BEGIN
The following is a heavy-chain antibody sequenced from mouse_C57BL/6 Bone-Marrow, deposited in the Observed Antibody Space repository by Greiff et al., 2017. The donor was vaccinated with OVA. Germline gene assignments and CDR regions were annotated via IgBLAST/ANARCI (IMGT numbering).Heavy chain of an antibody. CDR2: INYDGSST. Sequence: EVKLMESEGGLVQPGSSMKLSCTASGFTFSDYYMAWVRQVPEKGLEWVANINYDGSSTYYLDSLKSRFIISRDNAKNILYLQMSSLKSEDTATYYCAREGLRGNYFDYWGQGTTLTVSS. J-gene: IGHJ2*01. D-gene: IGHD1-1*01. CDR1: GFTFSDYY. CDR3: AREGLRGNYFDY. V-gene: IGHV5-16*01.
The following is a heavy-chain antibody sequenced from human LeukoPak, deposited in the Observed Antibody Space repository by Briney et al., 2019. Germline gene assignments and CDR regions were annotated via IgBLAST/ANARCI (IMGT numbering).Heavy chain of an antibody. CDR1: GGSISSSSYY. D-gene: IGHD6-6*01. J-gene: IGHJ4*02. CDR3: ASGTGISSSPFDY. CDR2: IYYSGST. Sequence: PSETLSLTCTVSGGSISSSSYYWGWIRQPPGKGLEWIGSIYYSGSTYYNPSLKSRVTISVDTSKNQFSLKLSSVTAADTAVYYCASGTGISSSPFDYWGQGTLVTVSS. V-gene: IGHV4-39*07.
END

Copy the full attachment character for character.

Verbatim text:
The following is a heavy-chain antibody sequenced from mouse_C57BL/6 Bone-Marrow, deposited in the Observed Antibody Space repository by Greiff et al., 2017. The donor was vaccinated with OVA. Germline gene assignments and CDR regions were annotated via IgBLAST/ANARCI (IMGT numbering).Heavy chain of an antibody. CDR2: INYDGSST. Sequence: EVKLMESEGGLVQPGSSMKLSCTASGFTFSDYYMAWVRQVPEKGLEWVANINYDGSSTYYLDSLKSRFIISRDNAKNILYLQMSSLKSEDTATYYCAREGLRGNYFDYWGQGTTLTVSS. J-gene: IGHJ2*01. D-gene: IGHD1-1*01. CDR1: GFTFSDYY. CDR3: AREGLRGNYFDY. V-gene: IGHV5-16*01.
The following is a heavy-chain antibody sequenced from human LeukoPak, deposited in the Observed Antibody Space repository by Briney et al., 2019. Germline gene assignments and CDR regions were annotated via IgBLAST/ANARCI (IMGT numbering).Heavy chain of an antibody. CDR1: GGSISSSSYY. D-gene: IGHD6-6*01. J-gene: IGHJ4*02. CDR3: ASGTGISSSPFDY. CDR2: IYYSGST. Sequence: PSETLSLTCTVSGGSISSSSYYWGWIRQPPGKGLEWIGSIYYSGSTYYNPSLKSRVTISVDTSKNQFSLKLSSVTAADTAVYYCASGTGISSSPFDYWGQGTLVTVSS. V-gene: IGHV4-39*07.